Did you know1 that:

  • Among working age Canadians, 3 million (14.6%) struggle with very serious literacy challenges. They have difficulty with even the most basic written materials. Another 5.8 million (27%) can work with print information but not well.
  • More than half of Canadians (55%) do not have the minimum numeracy skills necessary to meet the information demands of today’s world.
  • The literacy skills of parents directly affect their family’s income, health and overall quality of life.
  • Canadians with lower levels of literacy are more likely to be unemployed and earn less.
  • Use of computers is lowest among those with low literacy – meaning that in addition to a digital divide, non-users may also face a literacy challenge.
  • Reports show that a 1% increase in literacy skills would boost productivity by 2.5% and lead to a 1.5% permanent increase in GDP – that’s $18 billion a year.
  • Children who have not developed some basic literacy skills by the time they enter school are 3 – 4 times more likely to drop out in later years.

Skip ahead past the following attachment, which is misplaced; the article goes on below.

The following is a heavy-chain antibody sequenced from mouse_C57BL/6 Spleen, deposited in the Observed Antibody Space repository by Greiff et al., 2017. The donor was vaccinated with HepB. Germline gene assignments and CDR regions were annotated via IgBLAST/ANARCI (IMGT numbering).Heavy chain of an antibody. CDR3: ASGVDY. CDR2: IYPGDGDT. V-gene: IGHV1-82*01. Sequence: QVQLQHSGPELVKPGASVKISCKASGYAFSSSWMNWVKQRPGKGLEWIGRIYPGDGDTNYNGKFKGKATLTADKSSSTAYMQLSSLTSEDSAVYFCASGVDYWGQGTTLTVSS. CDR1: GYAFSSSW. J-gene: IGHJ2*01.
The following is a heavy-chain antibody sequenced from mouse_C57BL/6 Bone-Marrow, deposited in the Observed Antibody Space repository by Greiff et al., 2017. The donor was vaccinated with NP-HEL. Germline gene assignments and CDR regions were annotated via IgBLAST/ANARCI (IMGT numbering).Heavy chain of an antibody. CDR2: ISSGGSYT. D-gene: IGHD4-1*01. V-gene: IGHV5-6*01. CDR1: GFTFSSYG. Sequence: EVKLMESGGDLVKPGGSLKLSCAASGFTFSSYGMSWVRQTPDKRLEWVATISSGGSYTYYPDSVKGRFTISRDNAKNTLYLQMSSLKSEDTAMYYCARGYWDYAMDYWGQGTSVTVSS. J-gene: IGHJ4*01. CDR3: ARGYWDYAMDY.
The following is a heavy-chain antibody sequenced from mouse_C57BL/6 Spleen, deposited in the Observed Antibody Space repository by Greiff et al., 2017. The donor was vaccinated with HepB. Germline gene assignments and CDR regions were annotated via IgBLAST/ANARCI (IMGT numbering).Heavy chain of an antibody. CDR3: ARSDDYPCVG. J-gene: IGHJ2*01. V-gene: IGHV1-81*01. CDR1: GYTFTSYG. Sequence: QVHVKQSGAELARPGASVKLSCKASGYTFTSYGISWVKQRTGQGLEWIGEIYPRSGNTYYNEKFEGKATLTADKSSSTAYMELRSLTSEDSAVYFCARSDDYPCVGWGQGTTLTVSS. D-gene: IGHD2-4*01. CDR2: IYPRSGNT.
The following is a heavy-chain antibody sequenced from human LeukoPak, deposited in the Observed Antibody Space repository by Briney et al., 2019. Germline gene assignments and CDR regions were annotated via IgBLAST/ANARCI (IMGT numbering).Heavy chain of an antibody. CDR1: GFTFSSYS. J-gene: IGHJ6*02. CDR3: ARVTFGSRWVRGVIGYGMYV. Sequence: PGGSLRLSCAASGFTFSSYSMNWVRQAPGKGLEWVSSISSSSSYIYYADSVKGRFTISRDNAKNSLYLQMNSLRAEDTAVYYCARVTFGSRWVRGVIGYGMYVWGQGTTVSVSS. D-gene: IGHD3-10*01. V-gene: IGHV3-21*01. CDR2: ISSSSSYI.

Everyone can help promote literacy and lifelong learning. Now, I know that a number of you are avid readers, and I’m probably preaching to the choir about literacy. So how can we help others?

Think about your book shelf. How many books do you have that you don’t even want anymore? Maybe you’ve finished reading them and didn’t enjoy it, or can’t think of someone else who will. Maybe it’s your old calculus and economics textbooks. Perhaps you don’t know what to do with that set of Encyclopedias you got for your 18th birthday.

Reduce. Reuse. Recycle. Gather up those unwanted books (of any shape, size, genre, or value) and donate them. Books that are in good shape can be sold to raise money for a good cause and other books that are out of date or in bad shape can be recycled into new books.

The BIG Book Drive

If you live in the Lower Mainland, The BIG Book Drive is happening March 19 & 20 in Burnaby. The event takes place from 10am to 6pm, rain or shine. There will be food, refreshments, entertainment and even live music.

Drop off your unwanted books and they will either be sold at used bookstores to generate proceeds, donated to the charities they’re working with, or recycled to be remade into new books. Either way, 100% of the proceeds will be donated!

If you aren’t in the area—I know a lot of my blog friends live all around the world—check for something like this in your area. Contact your local literacy society or organization and ask about donating unwanted books.

1. Canadian data from the International Adult Literacy and Skills Survey (IALSS) released in November 2005, published via Literacy BC.